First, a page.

Limitless, Sky Living
You remember Limitless, the film where Bradley Cooper popped a pill which gave his brain super powers, but also made everything go a bit pear-shaped? Well now we’re getting a small screen version, but – interestingly – this is actually a sequel rather than a reboot. Bradley Cooper will even be making a cameo appearance in his old role, while a new hero will be taking the medication and using his newfound brain-brilliance to help the FBI solve a bunch of crimes. Dexter fans will be glad to see Jennifer Carpenter on board too.
Lucky Man, Sky1
These days, there are more superhero shows than you can shake a chunk of kryptonite at. But here’s an interesting take on the genre for two reasons: our hero is a cop rather than some caped bloke in lycra, and it's based on a totally new idea by none other than Stan Lee himself. James Nesbitt is DI Harry Clayton, who finds a magic artefact which grants him good luck, and lets him turn his life around... until others come calling for the artefact in question. It looks like even this sort of luck can eventually run out.
Dab away those Downton Abbey tears, because Jericho is already being hailed as the next British TV phenomenon. It's set in the Yorkshire Dales of the 1870s, where a whole load of workers, wanderers, pioneers, entrepreneurs and outcasts have settled into this wild landscape to build a viaduct. In other words, it's a kind of British Western, which is something we've never heard of before. Focusing on a young and penniless widow who sets up a boarding house in this brave new community, Jericho is going to be big. And you won't think of Victorian England in quite the same way again.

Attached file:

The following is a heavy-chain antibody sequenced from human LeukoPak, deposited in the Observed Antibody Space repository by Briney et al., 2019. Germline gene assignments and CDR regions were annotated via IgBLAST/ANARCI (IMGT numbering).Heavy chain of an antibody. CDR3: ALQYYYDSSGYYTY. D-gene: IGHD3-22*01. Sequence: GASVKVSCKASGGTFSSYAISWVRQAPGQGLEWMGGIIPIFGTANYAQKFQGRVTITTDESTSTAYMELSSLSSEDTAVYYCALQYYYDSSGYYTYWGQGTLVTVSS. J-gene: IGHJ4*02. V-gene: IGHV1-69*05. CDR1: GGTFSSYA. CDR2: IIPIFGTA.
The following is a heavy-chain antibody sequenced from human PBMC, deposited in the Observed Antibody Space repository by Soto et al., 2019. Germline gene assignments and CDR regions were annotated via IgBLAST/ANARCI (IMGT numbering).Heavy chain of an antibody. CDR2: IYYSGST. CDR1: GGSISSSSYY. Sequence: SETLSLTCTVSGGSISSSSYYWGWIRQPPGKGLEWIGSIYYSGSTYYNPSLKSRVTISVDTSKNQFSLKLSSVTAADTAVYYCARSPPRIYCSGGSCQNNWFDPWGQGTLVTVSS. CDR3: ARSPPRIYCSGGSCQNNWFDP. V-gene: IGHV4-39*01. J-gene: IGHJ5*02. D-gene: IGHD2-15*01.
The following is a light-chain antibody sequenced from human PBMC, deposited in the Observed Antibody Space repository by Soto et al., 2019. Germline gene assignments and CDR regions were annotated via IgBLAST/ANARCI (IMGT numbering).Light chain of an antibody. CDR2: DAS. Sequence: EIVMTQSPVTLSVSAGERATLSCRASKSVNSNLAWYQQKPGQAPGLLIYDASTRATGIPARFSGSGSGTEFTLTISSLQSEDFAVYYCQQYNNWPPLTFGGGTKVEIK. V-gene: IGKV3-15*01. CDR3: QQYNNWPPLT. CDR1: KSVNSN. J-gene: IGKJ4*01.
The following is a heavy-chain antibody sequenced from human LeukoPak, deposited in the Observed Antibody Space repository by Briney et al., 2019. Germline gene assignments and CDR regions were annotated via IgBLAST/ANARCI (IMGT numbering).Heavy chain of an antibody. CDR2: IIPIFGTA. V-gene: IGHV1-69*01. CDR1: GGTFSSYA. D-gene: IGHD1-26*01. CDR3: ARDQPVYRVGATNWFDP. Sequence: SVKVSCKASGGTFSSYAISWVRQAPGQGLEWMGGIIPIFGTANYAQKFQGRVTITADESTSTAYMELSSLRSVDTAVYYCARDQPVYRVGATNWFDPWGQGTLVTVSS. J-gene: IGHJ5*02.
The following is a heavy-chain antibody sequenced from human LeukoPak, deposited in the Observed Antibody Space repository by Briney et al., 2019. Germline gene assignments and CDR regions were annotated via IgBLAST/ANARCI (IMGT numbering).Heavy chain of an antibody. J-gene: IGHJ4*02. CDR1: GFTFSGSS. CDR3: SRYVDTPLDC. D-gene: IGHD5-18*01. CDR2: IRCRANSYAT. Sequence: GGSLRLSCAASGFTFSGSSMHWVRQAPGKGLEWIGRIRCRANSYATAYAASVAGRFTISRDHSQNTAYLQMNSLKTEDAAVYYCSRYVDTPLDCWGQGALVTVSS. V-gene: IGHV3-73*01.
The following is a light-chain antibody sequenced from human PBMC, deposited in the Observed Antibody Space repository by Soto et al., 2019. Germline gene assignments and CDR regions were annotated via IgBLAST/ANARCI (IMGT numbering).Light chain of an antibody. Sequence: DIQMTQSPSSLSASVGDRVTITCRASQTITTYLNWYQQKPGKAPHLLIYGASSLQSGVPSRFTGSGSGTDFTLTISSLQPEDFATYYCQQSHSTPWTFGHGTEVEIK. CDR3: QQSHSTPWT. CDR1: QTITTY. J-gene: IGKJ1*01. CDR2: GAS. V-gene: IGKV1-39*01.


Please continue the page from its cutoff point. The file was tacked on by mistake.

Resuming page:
Occupied, Sky Arts
Could this be the most controversial show of 2016? Put it this way: it's a geopolitical thriller with Russia as the big bad guy. Not a Russian faction, but actual, proper, official RUSSIA. Conceived by mega-selling crime writer Jo Nesbo, it imagines a world where Norway refuses to supply Europe with oil for environmental reasons, which in turn causes the EU to ask Russia for help. Eager to help, Russia then invades Norway in an act of unimaginable aggression. Little wonder the real-life Russian ambassador to Norway has angrily slammed the drama already. We can't wait.
Rush Hour, E4
They haven't really made a TV version of the Jackie Chan/Chris Tucker movie franchise have they? Oh yes, and it's kicking and screaming onto our screens in 2016. Before you roll your eyes at the very idea of some jumped up newbie attempting to fill Chan's shoes, we can confirm that actor Jon Foo, as well as looking very natty in a suit, is an accomplished martial artist who's already done his time as a stuntman. So expect plenty of kung fu fighting, as well as all the obligatory cop banter to boot.
Peaky Blinders, BBC Two
Peaky Blinders is perhaps the one British TV drama that can stand comparison with US biggies like Mad Men, The Wire and Breaking Bad. So we're very, very excited about its return, especially as this is set to be the biggest series so far, with Birmingham mob boss Tommy Shelby getting embroiled in international intrigue. Leading man Cillian Murphy will be joined by the great Paddy Considine, who's playing 'the representative of a force beyond anything Tommy has previously encountered.' Which sounds ominous and awesome in equal measure.
DC's Legends of Tomorrow, Sky1